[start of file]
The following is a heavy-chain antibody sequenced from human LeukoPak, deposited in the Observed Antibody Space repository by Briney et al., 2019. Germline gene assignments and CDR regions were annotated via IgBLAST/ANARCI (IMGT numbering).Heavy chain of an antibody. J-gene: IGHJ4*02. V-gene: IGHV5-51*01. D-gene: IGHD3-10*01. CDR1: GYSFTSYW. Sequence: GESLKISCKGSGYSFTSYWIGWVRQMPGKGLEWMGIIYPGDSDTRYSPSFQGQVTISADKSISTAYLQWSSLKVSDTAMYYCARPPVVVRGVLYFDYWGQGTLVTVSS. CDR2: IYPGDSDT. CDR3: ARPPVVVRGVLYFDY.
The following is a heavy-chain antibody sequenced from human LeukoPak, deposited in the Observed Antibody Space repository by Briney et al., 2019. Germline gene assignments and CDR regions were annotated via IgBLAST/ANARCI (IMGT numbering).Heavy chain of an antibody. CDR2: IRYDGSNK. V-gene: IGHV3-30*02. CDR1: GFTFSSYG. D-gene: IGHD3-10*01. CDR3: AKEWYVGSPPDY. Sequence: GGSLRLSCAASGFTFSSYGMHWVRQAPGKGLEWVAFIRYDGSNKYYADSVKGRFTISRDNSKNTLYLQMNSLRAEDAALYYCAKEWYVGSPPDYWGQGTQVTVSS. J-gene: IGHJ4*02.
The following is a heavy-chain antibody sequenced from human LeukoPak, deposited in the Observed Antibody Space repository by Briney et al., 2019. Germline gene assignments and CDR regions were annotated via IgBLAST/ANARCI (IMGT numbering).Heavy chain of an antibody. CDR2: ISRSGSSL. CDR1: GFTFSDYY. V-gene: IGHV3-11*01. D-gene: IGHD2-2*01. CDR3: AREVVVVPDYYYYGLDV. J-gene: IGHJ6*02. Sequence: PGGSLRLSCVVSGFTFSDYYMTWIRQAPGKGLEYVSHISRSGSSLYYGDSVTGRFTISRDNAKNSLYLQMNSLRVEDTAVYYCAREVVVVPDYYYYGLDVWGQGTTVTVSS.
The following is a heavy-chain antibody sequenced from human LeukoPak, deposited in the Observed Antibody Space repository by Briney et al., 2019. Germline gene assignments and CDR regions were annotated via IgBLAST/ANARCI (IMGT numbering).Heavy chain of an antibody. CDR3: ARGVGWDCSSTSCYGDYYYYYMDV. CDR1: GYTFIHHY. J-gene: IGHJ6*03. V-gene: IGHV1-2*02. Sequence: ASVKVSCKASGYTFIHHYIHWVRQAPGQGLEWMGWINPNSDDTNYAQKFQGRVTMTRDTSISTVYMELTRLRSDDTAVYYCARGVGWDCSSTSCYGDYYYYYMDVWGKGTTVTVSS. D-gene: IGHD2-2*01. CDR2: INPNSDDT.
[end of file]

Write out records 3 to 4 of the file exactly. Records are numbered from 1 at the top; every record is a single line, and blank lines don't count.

The following is a heavy-chain antibody sequenced from human LeukoPak, deposited in the Observed Antibody Space repository by Briney et al., 2019. Germline gene assignments and CDR regions were annotated via IgBLAST/ANARCI (IMGT numbering).Heavy chain of an antibody. CDR2: ISRSGSSL. CDR1: GFTFSDYY. V-gene: IGHV3-11*01. D-gene: IGHD2-2*01. CDR3: AREVVVVPDYYYYGLDV. J-gene: IGHJ6*02. Sequence: PGGSLRLSCVVSGFTFSDYYMTWIRQAPGKGLEYVSHISRSGSSLYYGDSVTGRFTISRDNAKNSLYLQMNSLRVEDTAVYYCAREVVVVPDYYYYGLDVWGQGTTVTVSS.
The following is a heavy-chain antibody sequenced from human LeukoPak, deposited in the Observed Antibody Space repository by Briney et al., 2019. Germline gene assignments and CDR regions were annotated via IgBLAST/ANARCI (IMGT numbering).Heavy chain of an antibody. CDR3: ARGVGWDCSSTSCYGDYYYYYMDV. CDR1: GYTFIHHY. J-gene: IGHJ6*03. V-gene: IGHV1-2*02. Sequence: ASVKVSCKASGYTFIHHYIHWVRQAPGQGLEWMGWINPNSDDTNYAQKFQGRVTMTRDTSISTVYMELTRLRSDDTAVYYCARGVGWDCSSTSCYGDYYYYYMDVWGKGTTVTVSS. D-gene: IGHD2-2*01. CDR2: INPNSDDT.